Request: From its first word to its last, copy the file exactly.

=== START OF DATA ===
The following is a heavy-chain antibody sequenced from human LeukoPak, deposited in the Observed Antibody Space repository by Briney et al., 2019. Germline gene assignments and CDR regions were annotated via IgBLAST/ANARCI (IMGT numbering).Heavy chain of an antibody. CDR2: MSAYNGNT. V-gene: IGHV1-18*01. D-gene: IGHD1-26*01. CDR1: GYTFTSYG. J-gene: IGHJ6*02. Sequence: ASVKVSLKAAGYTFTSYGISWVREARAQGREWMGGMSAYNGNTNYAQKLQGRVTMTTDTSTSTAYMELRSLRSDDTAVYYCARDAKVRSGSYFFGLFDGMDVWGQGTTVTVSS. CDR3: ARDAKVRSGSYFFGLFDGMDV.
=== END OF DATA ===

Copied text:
The following is a heavy-chain antibody sequenced from human LeukoPak, deposited in the Observed Antibody Space repository by Briney et al., 2019. Germline gene assignments and CDR regions were annotated via IgBLAST/ANARCI (IMGT numbering).Heavy chain of an antibody. CDR2: MSAYNGNT. V-gene: IGHV1-18*01. D-gene: IGHD1-26*01. CDR1: GYTFTSYG. J-gene: IGHJ6*02. Sequence: ASVKVSLKAAGYTFTSYGISWVREARAQGREWMGGMSAYNGNTNYAQKLQGRVTMTTDTSTSTAYMELRSLRSDDTAVYYCARDAKVRSGSYFFGLFDGMDVWGQGTTVTVSS. CDR3: ARDAKVRSGSYFFGLFDGMDV.